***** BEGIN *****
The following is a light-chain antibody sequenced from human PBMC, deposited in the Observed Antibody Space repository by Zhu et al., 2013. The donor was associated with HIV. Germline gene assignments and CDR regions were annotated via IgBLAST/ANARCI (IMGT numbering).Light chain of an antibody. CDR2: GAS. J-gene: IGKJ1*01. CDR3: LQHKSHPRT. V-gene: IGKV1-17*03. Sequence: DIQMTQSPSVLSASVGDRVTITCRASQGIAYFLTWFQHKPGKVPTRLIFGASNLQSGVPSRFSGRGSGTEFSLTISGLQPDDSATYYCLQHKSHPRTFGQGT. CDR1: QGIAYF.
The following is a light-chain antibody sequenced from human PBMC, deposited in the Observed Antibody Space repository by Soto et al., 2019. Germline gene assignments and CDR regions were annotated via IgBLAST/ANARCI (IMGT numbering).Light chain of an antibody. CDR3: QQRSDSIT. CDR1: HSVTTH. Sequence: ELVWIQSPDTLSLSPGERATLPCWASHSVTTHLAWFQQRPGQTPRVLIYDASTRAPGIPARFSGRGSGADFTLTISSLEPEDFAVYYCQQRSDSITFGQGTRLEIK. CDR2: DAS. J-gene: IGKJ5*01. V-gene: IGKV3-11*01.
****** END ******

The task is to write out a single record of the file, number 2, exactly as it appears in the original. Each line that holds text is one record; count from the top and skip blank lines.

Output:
The following is a light-chain antibody sequenced from human PBMC, deposited in the Observed Antibody Space repository by Soto et al., 2019. Germline gene assignments and CDR regions were annotated via IgBLAST/ANARCI (IMGT numbering).Light chain of an antibody. CDR3: QQRSDSIT. CDR1: HSVTTH. Sequence: ELVWIQSPDTLSLSPGERATLPCWASHSVTTHLAWFQQRPGQTPRVLIYDASTRAPGIPARFSGRGSGADFTLTISSLEPEDFAVYYCQQRSDSITFGQGTRLEIK. CDR2: DAS. J-gene: IGKJ5*01. V-gene: IGKV3-11*01.